In extreme cases, having too much water without adequate electrolytes can force sodium levels to drop to dangerous levels, leading to hyponatremia. This is a condition where sodium levels in the blood drop too low, causing all types of complications.

For these reasons, and some, maintaining balanced electrolytes is key for both performance and health.

I cannot emphasize this enough.

electrolytes while running

The Factors That Impact Electrolyte Loss

Many variables impact how much electrolytes you lose while running.

Losses vary for each runner, and sweating from training isn’t the only culprit behind electrolyte loss.

The main factors include the following:

  • Sweating: Sweating is the main mechanism by which your body loses electrolytes. So you might sweat more than others. You’re at greater risk for electrolyte imbalances if that’s the case.
  • Temperature: Running in the hot weather increases your fluid losses through sweat, and training in the cold may limit your body’s ability to pay attention to rehydrating since you won’t be sweating as much.
  • Running duration and intensity: Logging endless miles means you’ll need to take in more water more frequently to stay hydrated.
  • Altitude: Training at altitude boosts your fluid losses, thus, increasing your electrolyte needs.

Some individual factors that also have a say include:

  • Age
  • Gender
  • Fitness level
  • Diet
  • Hydration status
  • Body size and composition
  • Clothing is worn during exercise
  • Medical issues
  • Previous conditioning history

For these reasons (and some more), if you’re highly active—as in log 20+ miles per week plus cross-training—consider supplementing with electrolytes needs—or at the very least, pay attention to your daily electrolyte intake.

Additional resource – Side stitch when running

How Many Electrolytes Do Runners Need?

If you don’t exercise that much but follow a healthy and well-balanced diet, you might already be getting enough electrolytes from your food.

But that might not be the case if you like to run hard and/or long, especially in hot weather and high humidity.

Still not convinced?

Here’s how much mg the average person loses in one liter of sweat:

  • 900 mg of sodium
  • 200 mg of potassium
  • 15 mg of calcium
  • 13 mg of magnesium

That’s quite a lot.

What you Need

The most common electrolyte losses in sweat during training are chloride and sodium, with less significant amounts of potassium, magnesium, and calcium.

Sodium chloride, or what’s often referred to as Salt, is key as it helps keep fluid balance and nerve function, which regulates muscle contraction. During training, you can lose up to 1,000 milligrams per hour.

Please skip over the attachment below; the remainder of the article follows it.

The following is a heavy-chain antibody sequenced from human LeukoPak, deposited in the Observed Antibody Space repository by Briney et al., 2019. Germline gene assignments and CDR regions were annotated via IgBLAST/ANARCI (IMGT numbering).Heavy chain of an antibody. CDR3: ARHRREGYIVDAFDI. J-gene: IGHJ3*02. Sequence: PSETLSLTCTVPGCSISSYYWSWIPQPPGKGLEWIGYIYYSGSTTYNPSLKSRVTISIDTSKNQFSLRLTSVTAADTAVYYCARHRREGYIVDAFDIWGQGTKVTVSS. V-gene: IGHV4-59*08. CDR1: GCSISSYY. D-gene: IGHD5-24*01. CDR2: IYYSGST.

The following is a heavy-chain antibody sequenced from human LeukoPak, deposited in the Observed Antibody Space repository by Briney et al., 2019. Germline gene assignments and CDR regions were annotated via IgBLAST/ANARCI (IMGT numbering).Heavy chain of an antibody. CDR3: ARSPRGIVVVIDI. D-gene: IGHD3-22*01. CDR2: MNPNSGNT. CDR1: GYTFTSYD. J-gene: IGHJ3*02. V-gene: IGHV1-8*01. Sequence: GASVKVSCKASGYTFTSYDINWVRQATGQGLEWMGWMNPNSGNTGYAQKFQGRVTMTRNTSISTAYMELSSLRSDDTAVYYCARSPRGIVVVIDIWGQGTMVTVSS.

Most electrolyte tablets pack around 200 to 800 milligrams of it to get back some of the Salt lost through sweat.

Additional reference – Stop peeing while running

How To Get Enough Electrolytes

How to consume enough electrolytes, you ask?

Most people—especially runners—want to know the answer to this question after dealing with one or many of the abovementioned issues.

Luckily, the answer is not that complicated.

All you have to do is to consume real food.

Of course.

Right now, you might be thinking—but what about popular sports drinks like Gatorade or Powerade?

I won’t deny it.

These drinks serve a purpose—but I won’t recommend them for the typical recreational runner.


You might be doing more harm than good if you’re reaching for sports drinks instead of real food to replenish your electrolyte reserves.

Most sports drinks contain sugars, artificial colors, and harmful chemicals.

I don’t think sports drinks are the best approach unless you’re an endurance athlete.

Instead, the best way to replenish electrolytes lost while running is through real food.

Electrolyte-rich veggies include s beans, spinach, potatoes, and lentils, while good fruit sources include avocado, coconuts, raisins, bananas, and dates.

So, unless you log countless miles a week, you should stick to plain water and a healthy, well-balanced diet.

Opt for something low in sugar if you’re planning to run for a long time and want to drink a sports drink.

Or you can also make your sports drink by following the simple formula shared in this YouTube tutorial.

Your body will thank you!

The Best Sources Of Electrolytes For Runners

Here are the most critical electrolytes for runners and how to get enough of them.



Sodium is the electrolyte you lose the most while sweating.

Also known as sodium chloride—or common table salt—this electrolyte helps regulate body fluids (so you don’t get dehydrated fast), muscle and nerve function, and control acid-base balance and blood pressure.

The good news is most people, including recreational runners, get sufficient, if not too much, sodium in their diets.

That said, if you do any endurance training, running longer than 90 minutes per session, it’s key to replace this electrolyte afterward.

The recommended intake: is no more than 2300 mg of sodium per day.

Common Sources:

  • Salt: 1 tablespoon contains 2300 mg of sodium.
  • Pickles: 1 cup contains 1800 of sodium.


Potassium is the third most abundant mineral in the body, with roughly 98% of it stored within your cells.

Proper levels of potassium are essential for supporting muscle contraction and heart function and play a role in nerve transmission